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Harry Potter and the Last Word: Will the Popular Fiction Series Enrage or Delight People of Faith?

Contact: Christine Schicker, 404-610-8871

HUNTINGTON, Indiana, July 17 /Christian Newswire/ -- The countdown is in full swing. In four days, the final book in the wildly popular Harry Potter series will be unleashed worldwide. Speculation has been mounting for weeks, if not years in fan circles, as to how the final book will conclude the best loved story of the modern day. Will Harry die? Is Snape really a good guy or bad guy? Will the dead Dumbledore play a part in the last book? Will Harry conquer the evil Lord Voldemort?

One expert believes that the ending will be surprising to many Potter fans, but not for the reasons they think. In her book, The Mystery of Harry Potter: A Catholic Family Guide, Nancy Carpentier Brown says the Harry Potter books are feeding a need; a need to see the bad guy defeated, a need to see that good is rewarded and a need that wants a moral universe that can be lived in and understood. These things are at the heart of the Christian message and Brown believes that the best-selling fiction series of the 21st century is a Christian classic.

"In the midst of all this political correctness, this tolerant, non-judgmental, relativistic world, enters a story about a school where right and wrong are defined, rules are enforced misbehavior comes with detention, evil is evil and must be fought and goodness is rewarded," says Brown. Rowling has packaged a Christian story with a wrapping of witchcraft and magic, and through this disguise had drawn millions of children – millions of adults to read a redemptive moral story that perhaps can teach more than a religion class ever could."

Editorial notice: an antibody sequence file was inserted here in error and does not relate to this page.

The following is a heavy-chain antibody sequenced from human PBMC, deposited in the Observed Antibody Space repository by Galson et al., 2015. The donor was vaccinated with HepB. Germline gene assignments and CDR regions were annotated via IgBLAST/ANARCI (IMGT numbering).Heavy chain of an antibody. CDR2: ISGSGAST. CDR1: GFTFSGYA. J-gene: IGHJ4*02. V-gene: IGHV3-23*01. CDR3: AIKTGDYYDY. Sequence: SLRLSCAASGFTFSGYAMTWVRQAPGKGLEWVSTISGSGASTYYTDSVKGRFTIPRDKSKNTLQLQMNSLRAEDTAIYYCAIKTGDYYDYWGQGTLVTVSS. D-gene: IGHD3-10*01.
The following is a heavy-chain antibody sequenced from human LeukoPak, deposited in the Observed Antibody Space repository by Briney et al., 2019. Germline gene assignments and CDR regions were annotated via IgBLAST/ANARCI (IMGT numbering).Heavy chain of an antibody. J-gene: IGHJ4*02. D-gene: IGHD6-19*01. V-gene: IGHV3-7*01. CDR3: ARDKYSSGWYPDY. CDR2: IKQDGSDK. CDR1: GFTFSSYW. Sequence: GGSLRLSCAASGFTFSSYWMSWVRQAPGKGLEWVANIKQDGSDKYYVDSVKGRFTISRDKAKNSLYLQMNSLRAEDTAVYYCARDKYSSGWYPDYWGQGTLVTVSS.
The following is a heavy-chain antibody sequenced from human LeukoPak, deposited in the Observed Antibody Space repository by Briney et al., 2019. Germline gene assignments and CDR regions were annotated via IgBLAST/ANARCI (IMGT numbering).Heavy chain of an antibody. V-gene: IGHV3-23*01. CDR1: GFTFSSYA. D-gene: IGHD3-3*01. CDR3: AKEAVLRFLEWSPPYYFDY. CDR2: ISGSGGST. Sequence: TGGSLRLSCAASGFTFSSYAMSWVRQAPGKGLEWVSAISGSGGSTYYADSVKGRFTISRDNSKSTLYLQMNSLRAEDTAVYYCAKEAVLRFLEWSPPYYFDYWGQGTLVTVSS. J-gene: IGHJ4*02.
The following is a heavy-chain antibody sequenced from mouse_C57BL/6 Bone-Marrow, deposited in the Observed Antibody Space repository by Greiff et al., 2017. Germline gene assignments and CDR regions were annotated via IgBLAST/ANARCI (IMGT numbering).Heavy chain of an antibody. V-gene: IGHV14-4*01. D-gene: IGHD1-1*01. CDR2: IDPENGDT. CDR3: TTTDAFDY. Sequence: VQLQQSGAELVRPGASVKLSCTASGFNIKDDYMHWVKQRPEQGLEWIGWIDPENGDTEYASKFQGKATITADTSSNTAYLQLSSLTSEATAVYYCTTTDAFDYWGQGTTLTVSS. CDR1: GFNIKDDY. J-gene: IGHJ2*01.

Her statement is surprising because four years ago, the Harry Potter books were not allowed in the Brown home. Brown has studied children's literature and published articles on the subject for nearly a decade, but she is also a stay-at-home mom who has home-schooled for 12 years. Reading about the subtle evils of Potter and conscious of the many criticisms of the books from trusted Catholic sources, Brown did not want the exposure of the occult and witchcraft to entice her children. Then a trusted friend told Brown she had read the books and liked them.

Brown set out to find out just what was in those Potter books. The result of that search is found in her new book The Mystery of Harry Potter published by Our Sunday Visitor and released just in time for the final page to turn in the series that has captivated so many.

"Rowling is a genius to tell a Christian story in the unexpected disguise of a witchcraft tale – people who would never pick up an overtly Christian story are reading Potter by the millions, attracted to it by its modern themed packaging," concludes Brown. "Christianity has always produced great writers. Tolkien, Lewis, Percy, Chesterton to name just a few. I believe J.K. Rowling is a Christian writer."

Brown's analysis of the Potter series is told expertly in her new book, and it is sure to surprise many people, both Christians and non- who believe that the Potter series is popular culture at best and an evil influence at worst. Brown guides readers through the entire Potter series with helpful anecdotes and amazing insights which will help parents, teachers and anyone of interest in the Potter series find their way through the magic and witchcraft to the destination Brown believes Rowling always intended – Christ himself.